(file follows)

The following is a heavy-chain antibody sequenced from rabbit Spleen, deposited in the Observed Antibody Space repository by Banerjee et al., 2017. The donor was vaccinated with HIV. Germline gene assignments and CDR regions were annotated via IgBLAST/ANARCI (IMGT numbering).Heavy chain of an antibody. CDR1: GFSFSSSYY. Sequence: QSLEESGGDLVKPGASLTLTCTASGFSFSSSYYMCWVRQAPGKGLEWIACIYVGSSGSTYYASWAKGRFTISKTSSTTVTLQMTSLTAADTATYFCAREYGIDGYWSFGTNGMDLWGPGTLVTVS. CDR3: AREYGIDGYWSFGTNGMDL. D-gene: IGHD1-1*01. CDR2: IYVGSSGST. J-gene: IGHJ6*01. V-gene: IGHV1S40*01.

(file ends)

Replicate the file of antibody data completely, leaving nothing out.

The following is a heavy-chain antibody sequenced from rabbit Spleen, deposited in the Observed Antibody Space repository by Banerjee et al., 2017. The donor was vaccinated with HIV. Germline gene assignments and CDR regions were annotated via IgBLAST/ANARCI (IMGT numbering).Heavy chain of an antibody. CDR1: GFSFSSSYY. Sequence: QSLEESGGDLVKPGASLTLTCTASGFSFSSSYYMCWVRQAPGKGLEWIACIYVGSSGSTYYASWAKGRFTISKTSSTTVTLQMTSLTAADTATYFCAREYGIDGYWSFGTNGMDLWGPGTLVTVS. CDR3: AREYGIDGYWSFGTNGMDL. D-gene: IGHD1-1*01. CDR2: IYVGSSGST. J-gene: IGHJ6*01. V-gene: IGHV1S40*01.